My summer vacation was the best summer vacation since 1986. There was so much fun to be had and I had it. I watched an amazing 4th of July fireworks display in the pouring rain. I danced late into the night with my girlfriend while wearing neon sunglasses. I watched in horror and awe as my 6 year old son jumped from a 10 foot high dive. I counted new freckles on my arms, and watch old freckles darken each day on my face. I worried about skin cancer. I read one book after another. The last one being Amor Towels’ Rules of Civility, which left me in tears. I emailed Amor Towels about being his number one fan. I never heard back from Amor Towels. I put my tiny, 3 year old son on a school bus to camp every morning, and waved furiously as it drove away. I drank vodka martinis, and Kir. I watched my house get messier and messier. I went to the New Jersey State Fair and waved furiously as the Corn Princess rode past me in a Cinderella-inspired carriage. I jogged so much that I got shin splints. I celebrated being married to Aron for 10 years. I told my kids we’d have a kick-ass lemonade stand, but never got around to it. I vacationed with my entire family on a lake in the Poconos, and we talked about politics so loudly every morning that our neighbors heard us, and I suspect, disagreed with our views. I got a reading from a psychic and she told me to start meditating, and so I’ve started meditating because she told me to. And finally, a friend and I went through a secret door in a payphone to drink my first, but not last, Old Fashioned. The summer of ’86 has nothing on you, summer of ’16! I’m going to make you chocolate bowls filled with Nutella cake and Kahlua whipped cream. Continue reading →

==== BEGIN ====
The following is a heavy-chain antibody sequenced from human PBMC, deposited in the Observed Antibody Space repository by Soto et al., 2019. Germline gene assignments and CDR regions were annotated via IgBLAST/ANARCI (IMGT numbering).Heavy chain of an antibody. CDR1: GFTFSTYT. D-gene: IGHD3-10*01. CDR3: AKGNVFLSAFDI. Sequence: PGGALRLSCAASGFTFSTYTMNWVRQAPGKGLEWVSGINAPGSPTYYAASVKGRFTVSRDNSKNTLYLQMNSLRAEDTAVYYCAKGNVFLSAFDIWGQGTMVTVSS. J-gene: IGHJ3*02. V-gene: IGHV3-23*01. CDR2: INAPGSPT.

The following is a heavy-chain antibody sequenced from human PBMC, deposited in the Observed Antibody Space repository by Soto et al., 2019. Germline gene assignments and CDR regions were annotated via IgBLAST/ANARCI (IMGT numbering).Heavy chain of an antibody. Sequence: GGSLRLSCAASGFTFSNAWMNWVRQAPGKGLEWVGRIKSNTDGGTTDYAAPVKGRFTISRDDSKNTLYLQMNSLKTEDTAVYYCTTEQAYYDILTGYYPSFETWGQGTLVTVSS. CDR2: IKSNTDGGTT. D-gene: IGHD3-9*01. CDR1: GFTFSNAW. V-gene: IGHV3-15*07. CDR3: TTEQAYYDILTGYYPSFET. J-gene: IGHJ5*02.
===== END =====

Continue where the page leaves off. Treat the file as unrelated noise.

Last month a friend of mine asked me if I could make a dozen Oreo cupcakes for her daughter’s 10th birthday. I said yes immediately because I’ve never eaten an Oreo cupcake before, and imagined how pretty spectacular it could taste. That particular weekend was a busy one with a big “Family Day” celebration (a weekend-long, awesome block party of sorts), so before I put my party dress on, and shined up my wine glass I set out with determination to bake the yummiest Oreo Cupcakes ever. Long story short, it was a damn good cupcake (a moist vanilla cake baked over a whole Oreo cookie, and topped with Oreo buttercream), but that is not what stands out in my mind from that weekend. It was my friend’s daughter who left an impact on me. She was the one who answered the door when I was dropping off the cupcakes. She looked down at them in silence, and then looked me right in the eyes and said squarely, “You’re talented.” The baker in me felt instant relief, and the middle-schooler in me screamed with giddiness, “I’ve been accepted!” The next thing I know we were fist-bumping each other as if it were a completely normal occurrence between the two of us. I did make an explosion sound when our hands made contact, which is unfortunate (stay back, goofy mom! I’m climbing the ranks of preteen society here!). I asked her what her birthday plans were, and she told me that she and her friends were going to see the new Ghostbusters film and then head home to celebrate being 10. As soon as I found myself wishing I were invited to this party I quickly made my exit. Later that night while I drank wine and chatted with my adult friends I thought about that very confident, and very kind 10 year old girl. I hoped that she was having wonderful birthday party, I hoped she enjoyed her Oreo Cupcakes as much as I enjoyed baking them, and I hoped that one day I would grow up to become as cool as she is. Continue reading →